The Creation in Doric

THE CREATION IN DORIC
(Genesis, Chapter 1:1 to 2:3)

[Note: According to Gordon Hay, Doric translator of the New Testament, Doric words can change every five miles. (e.g, different names for seagulls along the North Aberdeenshire coast.) So, if you see words that you don’t use, please make allowances for variety.]

THE FURMAIST DAY:

1. In the heid o aathin, God makkit the Hivvens an the Yird.*1
2. An the Yird wis athoot form an teem,*2 an Dark wis ower the face o the Deep, an the Spirit o God flichtert ower the watters.
3. An God said: Let there be licht, an there wis licht.
4. An God saw the licht, that it wis guid (Note: pron. gweed). An God sounert*3 the licht fae the dark.
5. An God caa’d the licht Day, an the dark He caa’d Nicht. An there was evenin,*4 an there wis mornin – the Furmaist Day.

THE SEICONT DAY:

6. And God said, Let there be a pairtin atween the watters, an let it keep the watters fae the watters.
7. Sae God wrocht a pairtin, and keepit the watters unner the pairtin fae the watters that wis abeen it, an it wis sae.
8. An God caa’d the pairtin Hivven. And there wis evenin an there wis mornin – the Seicont Day.

THE THIRD DAY:

9. An God said, Let the watters unner the hivvens be gaithert thegither inti ae steid,*5 an lat the dry grun kythe.*6 An it wis sae.
10. An God caa’d the dry grun Yird, an the gaitherin-thegither o the watters He caa’d seas. And God saw that it wis guid.
11. An God said, Let the Yird fesh oot girss, the yerb beirin seed, an the fruit-tree on the Yird, makkan fruit efter his kind, fas seed’s in itsel, an it wis sae.
12. An the land brocht oot girss, an the yerb beirin seed, an the tree makkin fruit, fas seed is in itsel, efter his kind. An God saw that it wis guid.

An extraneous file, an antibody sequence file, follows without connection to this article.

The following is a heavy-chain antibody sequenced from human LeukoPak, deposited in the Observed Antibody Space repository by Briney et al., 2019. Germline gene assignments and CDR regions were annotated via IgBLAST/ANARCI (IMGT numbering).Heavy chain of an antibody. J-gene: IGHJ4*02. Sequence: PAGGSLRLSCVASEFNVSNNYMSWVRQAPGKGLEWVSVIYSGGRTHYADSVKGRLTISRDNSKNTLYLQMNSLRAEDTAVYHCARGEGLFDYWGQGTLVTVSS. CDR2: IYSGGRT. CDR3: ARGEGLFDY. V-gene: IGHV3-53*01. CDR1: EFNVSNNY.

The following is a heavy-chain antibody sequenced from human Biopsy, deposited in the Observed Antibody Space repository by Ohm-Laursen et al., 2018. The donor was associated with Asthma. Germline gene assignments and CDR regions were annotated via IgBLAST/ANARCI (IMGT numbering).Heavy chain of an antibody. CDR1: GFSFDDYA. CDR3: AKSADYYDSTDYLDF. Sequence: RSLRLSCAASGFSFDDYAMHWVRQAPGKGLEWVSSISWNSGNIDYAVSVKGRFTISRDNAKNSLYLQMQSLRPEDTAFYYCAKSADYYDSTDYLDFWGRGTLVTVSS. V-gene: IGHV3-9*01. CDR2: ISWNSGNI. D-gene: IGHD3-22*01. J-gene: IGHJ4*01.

13. An the evenin an the mornin wis the Third Day.

THE FOWERTH DAY:

14. An God said, Let there be lichts in the pairtin o the hivvens, tae souner the day fae the nicht, an let them staun for signs, an saisons an days an years.
15. An let them be for lichts in the pairtin o the hivvens ti gie licht on the Yird.
16. An God makkit the twa grand lichts, the bigger ene ti rule ower the day, and the wee-er ene ti rule ower the nicht. He made the stars as weel.
17. An God set them in the pairtin of the hivvens, ti gie licht upon the Yird,
18. ti rule ower the day an the nicht, an ti souner the licht fae the dark, and God saw that it wis guid.
19. An the evenin an the mornin wis the Fowerth Day.

THE FIFTH DAY:

20. An God said, Let the watters bring furth sweeman craiturs galore*7 that hae life, an birds that flee abeen the Yird in the open pairtin o the hivvens.
21. An God makkit muckle whauls, an aa lievan craiturs that muive, that the watters hed brocht furth fowth o, efter their kind, an ilka weengit foul efter hits*8 kind, an God saw that it wis guid.
22. And God blissit them, sayin, Hae aa fowth and growe in nummer, an fill the watters in the seas, an let the birds increase upon the land.
23. An the evenin an the mornin wis the Fifth Day.

THE SIXTH DAY:

24. Syne God said, Let the land bring furth the livin craiturs efter their kinds, kye and creepin things, an beasts o the yird efter their kinds. An it wis sae.
25. An God makkit the beasts o the land, after their kinds, and the nowt efter their kinds, and aathin that creeps alang the grun efter their kinds, an God saw that it wis guid.